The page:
For most men and women, the act of sexual intercourse is an enjoyable occasion like no other. However, a significant number of individuals will experience dyspareunia in their lifetime. Dyspareunia – a fancy word for painful intercourse – refers to pain that occurs just before, during or after sex and is persistent, meaning that it happens every time. There are many factors that can lead to dyspareunia in men, but one particular cause is found in as many as 50% of patients presenting with dyspareunia; and that is a condition known as frenulum breve.
Thankfully, there are effective treatments available for most causes of dyspareunia, including frenulum breve, and in most cases, painful sex is not a life long issue. A quick trip to the urologist may very well turn up an easy solution, and often, a tweak in the routine can restore penis health and eliminate painful sex – which is sure to be a relief for any man.
What is frenulum breve?
To understand what frenulum breve is, one must first understand what and where the frenulum is. The frenulum is the little elastic band of tissue that forms a “V” shape under the head of the penis and connects the foreskin to the vernal mucosa; it allows the foreskin to retract and contract over the head of the penis. In the case of sex, the goal is for the glans, or head of the penis, to be fully exposed via retraction of the foreskin. A frenulum breve occurs when a shortened frenulum restricts the movement of the foreskin, causing it to not fully retract when erect. In some cases, the frenulum also pulls the head of the penis downwards when retraction begins.
Complications of frenulum breve
Frenulum breve can be quite painful and makes sex uncomfortable for some men -- or even downright unpleasant. In severe cases, the pain is so unbearable that it makes sex and masturbation impossible until treatment occurs. Frenulum breve can also cause tearing of the delicate skin, which naturally causes severe pain and bleeding to occur. In some cases, men initially discover the frenulum breve due to the appearance of blood after onset of an early sexual experience.
If the frenulum rips during intercourse, the problem may be further exacerbated as scar tissue – which is inflexible – may form, causing even more rigidity around the foreskin area. Some men do get “lucky” in that the tearing actually causes the frenulum to heal in a more flexible way, thus resolving the issue at hand.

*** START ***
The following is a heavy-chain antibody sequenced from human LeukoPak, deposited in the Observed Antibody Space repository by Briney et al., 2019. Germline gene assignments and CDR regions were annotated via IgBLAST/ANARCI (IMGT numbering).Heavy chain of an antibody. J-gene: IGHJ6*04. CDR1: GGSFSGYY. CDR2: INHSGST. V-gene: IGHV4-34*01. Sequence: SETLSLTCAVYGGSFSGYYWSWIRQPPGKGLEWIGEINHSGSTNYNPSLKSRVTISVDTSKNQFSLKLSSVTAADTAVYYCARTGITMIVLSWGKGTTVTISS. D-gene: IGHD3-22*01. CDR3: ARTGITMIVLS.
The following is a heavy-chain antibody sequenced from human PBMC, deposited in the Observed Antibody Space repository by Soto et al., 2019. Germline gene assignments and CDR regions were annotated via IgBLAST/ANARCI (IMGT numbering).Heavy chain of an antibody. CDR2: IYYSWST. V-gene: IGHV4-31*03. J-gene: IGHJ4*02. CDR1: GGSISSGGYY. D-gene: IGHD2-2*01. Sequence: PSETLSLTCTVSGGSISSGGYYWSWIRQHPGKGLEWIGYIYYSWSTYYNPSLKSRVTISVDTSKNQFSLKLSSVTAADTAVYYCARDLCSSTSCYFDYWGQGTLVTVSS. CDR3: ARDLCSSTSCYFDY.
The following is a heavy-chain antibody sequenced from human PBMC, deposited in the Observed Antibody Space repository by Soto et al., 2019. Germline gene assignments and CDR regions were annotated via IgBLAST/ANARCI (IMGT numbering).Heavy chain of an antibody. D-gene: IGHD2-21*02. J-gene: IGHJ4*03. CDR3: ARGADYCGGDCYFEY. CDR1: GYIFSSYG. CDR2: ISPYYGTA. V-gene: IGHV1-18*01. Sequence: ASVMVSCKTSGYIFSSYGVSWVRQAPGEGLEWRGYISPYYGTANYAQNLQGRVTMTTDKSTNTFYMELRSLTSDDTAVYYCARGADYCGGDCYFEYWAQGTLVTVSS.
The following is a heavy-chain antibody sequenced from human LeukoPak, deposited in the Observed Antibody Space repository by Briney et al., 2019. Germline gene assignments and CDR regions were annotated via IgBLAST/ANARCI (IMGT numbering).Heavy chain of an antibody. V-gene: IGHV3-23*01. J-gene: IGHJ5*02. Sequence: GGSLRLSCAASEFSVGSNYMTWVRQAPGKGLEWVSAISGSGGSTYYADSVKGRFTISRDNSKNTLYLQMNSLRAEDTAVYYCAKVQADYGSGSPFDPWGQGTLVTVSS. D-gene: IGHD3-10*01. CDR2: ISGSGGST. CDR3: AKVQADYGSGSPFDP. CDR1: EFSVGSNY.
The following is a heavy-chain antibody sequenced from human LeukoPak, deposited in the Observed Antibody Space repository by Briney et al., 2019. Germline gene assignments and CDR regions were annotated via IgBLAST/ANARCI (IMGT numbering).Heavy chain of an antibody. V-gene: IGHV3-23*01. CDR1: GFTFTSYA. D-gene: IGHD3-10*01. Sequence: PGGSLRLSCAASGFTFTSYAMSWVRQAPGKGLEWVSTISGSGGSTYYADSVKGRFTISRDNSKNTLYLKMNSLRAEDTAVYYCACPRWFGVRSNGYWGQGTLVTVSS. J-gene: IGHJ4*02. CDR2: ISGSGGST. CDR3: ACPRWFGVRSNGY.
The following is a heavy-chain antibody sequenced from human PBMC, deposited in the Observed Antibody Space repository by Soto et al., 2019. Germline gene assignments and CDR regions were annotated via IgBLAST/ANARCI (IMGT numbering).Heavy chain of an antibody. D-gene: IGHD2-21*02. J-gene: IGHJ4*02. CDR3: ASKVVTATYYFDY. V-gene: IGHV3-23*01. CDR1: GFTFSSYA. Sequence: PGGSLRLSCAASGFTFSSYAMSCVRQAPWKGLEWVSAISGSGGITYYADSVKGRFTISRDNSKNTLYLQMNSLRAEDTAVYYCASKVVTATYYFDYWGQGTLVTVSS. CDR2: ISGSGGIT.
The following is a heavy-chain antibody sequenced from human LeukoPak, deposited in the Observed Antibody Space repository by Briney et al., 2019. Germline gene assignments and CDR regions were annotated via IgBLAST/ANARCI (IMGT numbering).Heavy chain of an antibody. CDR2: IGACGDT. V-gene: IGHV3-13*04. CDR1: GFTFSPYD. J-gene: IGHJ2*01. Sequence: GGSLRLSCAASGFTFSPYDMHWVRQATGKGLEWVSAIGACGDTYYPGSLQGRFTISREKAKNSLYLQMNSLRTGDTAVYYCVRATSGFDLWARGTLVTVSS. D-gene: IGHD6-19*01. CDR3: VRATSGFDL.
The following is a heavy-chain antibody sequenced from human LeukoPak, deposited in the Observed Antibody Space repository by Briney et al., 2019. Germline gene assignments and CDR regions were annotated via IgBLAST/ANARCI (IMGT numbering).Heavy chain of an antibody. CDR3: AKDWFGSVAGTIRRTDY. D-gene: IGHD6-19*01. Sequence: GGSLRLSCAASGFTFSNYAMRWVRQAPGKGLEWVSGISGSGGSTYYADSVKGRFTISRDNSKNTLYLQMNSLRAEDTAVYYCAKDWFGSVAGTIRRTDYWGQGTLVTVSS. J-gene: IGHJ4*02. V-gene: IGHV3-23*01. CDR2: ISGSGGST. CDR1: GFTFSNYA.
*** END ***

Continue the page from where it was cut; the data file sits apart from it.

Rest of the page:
Luckily, the treatment of frenulum breve is relatively simple. A doctor may be able to cure it with a minimally invasive suturing technique that allows the frenulum to become more flexible, allowing retraction. A doctor may also make a small incision in the frenulum to release tension and allow for normal retraction of the foreskin. Other treatment options include a frenuloplasty – surgical alteration of the frenulum—or a complete circumcision or removal of the foreskin altogether. Men who are gun shy of a surgical procedure may elect to try stretching exercises and steroid creams to help add elasticity to the area.
Regardless of the treatment route selected to fix a frenulum breve, it is likely that the penis will have some healing to do – particularly if a tear preceded the need for a treatment. Following the doctor’s instructions for care is important in promoting the formation of healthy tissue and preventing infection.
Once the site has healed, maintaining healthy penile tissue and reducing the formation of scarring is a top priority. Using a penis health formula (most professionals recommend Man 1 Man Oil) containing nutrients that specifically target penis health can help to support the growth of new tissue, slough away dead skin cells, and keep the delicate skin of the penis smooth, supple and responsive.
For additional information on most common penis health issues, tips on improving penis sensitivity, and what to do to maintain a healthy penis, visit: http://www.penishealth101.com. John Dugan is a professional writer who specializes in men’s health issues and is an ongoing contributing writer to numerous online web sites.
Penis Pain during Sex – Complications of Frenulum Breve